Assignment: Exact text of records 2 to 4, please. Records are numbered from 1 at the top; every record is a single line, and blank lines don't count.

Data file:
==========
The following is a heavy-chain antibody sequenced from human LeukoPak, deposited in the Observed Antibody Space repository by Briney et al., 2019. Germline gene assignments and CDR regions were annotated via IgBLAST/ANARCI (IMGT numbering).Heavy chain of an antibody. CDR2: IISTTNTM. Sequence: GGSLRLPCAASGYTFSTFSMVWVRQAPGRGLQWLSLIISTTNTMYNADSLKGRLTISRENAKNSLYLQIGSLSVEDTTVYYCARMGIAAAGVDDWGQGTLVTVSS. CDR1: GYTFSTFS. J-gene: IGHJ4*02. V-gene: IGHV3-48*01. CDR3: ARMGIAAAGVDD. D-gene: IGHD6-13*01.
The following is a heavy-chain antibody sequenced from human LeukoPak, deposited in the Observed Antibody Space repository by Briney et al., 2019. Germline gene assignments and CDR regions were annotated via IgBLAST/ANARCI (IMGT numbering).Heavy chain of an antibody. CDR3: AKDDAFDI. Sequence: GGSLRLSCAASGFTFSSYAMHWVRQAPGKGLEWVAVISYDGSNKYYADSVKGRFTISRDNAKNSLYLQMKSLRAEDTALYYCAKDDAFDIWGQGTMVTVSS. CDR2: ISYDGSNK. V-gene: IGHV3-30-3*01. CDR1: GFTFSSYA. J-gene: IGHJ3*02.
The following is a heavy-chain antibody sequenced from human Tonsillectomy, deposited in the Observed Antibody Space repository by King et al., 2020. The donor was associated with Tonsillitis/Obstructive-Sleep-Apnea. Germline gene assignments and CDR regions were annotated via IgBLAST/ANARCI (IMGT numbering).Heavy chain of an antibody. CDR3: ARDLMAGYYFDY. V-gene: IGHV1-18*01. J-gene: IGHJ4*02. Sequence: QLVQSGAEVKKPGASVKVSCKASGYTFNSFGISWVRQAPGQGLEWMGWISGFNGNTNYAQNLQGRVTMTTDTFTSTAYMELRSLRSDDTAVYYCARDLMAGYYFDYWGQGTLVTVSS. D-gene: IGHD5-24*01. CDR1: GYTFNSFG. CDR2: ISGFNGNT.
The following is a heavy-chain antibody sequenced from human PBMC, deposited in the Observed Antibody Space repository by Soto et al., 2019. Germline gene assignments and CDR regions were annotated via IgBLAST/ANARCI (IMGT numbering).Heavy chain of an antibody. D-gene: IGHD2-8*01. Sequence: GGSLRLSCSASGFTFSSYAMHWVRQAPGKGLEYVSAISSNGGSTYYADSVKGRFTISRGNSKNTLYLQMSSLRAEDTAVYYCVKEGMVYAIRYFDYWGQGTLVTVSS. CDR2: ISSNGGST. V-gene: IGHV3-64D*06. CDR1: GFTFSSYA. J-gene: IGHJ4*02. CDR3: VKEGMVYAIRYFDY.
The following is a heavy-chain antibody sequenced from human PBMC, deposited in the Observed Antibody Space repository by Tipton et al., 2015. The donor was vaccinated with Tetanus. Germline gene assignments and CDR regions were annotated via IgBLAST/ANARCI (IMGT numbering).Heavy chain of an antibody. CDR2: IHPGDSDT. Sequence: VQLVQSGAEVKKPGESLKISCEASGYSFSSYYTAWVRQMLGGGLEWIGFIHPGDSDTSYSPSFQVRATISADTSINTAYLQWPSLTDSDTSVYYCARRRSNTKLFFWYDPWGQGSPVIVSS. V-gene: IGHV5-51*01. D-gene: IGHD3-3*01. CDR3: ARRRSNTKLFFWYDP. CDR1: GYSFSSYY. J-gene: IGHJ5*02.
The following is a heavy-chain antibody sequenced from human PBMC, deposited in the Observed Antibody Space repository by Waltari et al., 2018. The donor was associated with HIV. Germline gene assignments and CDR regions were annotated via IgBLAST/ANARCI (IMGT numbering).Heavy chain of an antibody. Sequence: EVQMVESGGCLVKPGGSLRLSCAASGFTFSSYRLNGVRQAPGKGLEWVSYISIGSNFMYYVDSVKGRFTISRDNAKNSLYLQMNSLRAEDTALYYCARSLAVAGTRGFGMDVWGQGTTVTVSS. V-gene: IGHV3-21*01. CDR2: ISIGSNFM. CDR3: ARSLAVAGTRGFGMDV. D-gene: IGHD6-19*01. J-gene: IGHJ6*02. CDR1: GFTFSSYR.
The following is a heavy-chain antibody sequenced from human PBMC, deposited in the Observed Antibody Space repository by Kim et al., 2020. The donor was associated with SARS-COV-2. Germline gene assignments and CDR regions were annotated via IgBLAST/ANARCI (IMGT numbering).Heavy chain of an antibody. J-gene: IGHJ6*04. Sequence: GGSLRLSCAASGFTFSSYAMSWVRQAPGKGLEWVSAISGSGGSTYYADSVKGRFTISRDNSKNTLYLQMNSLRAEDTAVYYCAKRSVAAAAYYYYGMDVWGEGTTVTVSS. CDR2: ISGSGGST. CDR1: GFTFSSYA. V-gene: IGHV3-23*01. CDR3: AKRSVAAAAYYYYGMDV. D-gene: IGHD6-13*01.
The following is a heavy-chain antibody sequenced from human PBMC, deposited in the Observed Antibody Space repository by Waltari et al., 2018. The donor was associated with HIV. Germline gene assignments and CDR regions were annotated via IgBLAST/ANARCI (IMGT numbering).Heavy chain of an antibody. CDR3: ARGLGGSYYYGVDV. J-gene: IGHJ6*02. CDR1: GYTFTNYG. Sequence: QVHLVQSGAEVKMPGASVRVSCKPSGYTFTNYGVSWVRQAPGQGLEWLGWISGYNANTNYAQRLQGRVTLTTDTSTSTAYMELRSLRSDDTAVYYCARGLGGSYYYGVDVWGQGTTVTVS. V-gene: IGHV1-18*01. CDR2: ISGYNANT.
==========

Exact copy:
The following is a heavy-chain antibody sequenced from human LeukoPak, deposited in the Observed Antibody Space repository by Briney et al., 2019. Germline gene assignments and CDR regions were annotated via IgBLAST/ANARCI (IMGT numbering).Heavy chain of an antibody. CDR3: AKDDAFDI. Sequence: GGSLRLSCAASGFTFSSYAMHWVRQAPGKGLEWVAVISYDGSNKYYADSVKGRFTISRDNAKNSLYLQMKSLRAEDTALYYCAKDDAFDIWGQGTMVTVSS. CDR2: ISYDGSNK. V-gene: IGHV3-30-3*01. CDR1: GFTFSSYA. J-gene: IGHJ3*02.
The following is a heavy-chain antibody sequenced from human Tonsillectomy, deposited in the Observed Antibody Space repository by King et al., 2020. The donor was associated with Tonsillitis/Obstructive-Sleep-Apnea. Germline gene assignments and CDR regions were annotated via IgBLAST/ANARCI (IMGT numbering).Heavy chain of an antibody. CDR3: ARDLMAGYYFDY. V-gene: IGHV1-18*01. J-gene: IGHJ4*02. Sequence: QLVQSGAEVKKPGASVKVSCKASGYTFNSFGISWVRQAPGQGLEWMGWISGFNGNTNYAQNLQGRVTMTTDTFTSTAYMELRSLRSDDTAVYYCARDLMAGYYFDYWGQGTLVTVSS. D-gene: IGHD5-24*01. CDR1: GYTFNSFG. CDR2: ISGFNGNT.
The following is a heavy-chain antibody sequenced from human PBMC, deposited in the Observed Antibody Space repository by Soto et al., 2019. Germline gene assignments and CDR regions were annotated via IgBLAST/ANARCI (IMGT numbering).Heavy chain of an antibody. D-gene: IGHD2-8*01. Sequence: GGSLRLSCSASGFTFSSYAMHWVRQAPGKGLEYVSAISSNGGSTYYADSVKGRFTISRGNSKNTLYLQMSSLRAEDTAVYYCVKEGMVYAIRYFDYWGQGTLVTVSS. CDR2: ISSNGGST. V-gene: IGHV3-64D*06. CDR1: GFTFSSYA. J-gene: IGHJ4*02. CDR3: VKEGMVYAIRYFDY.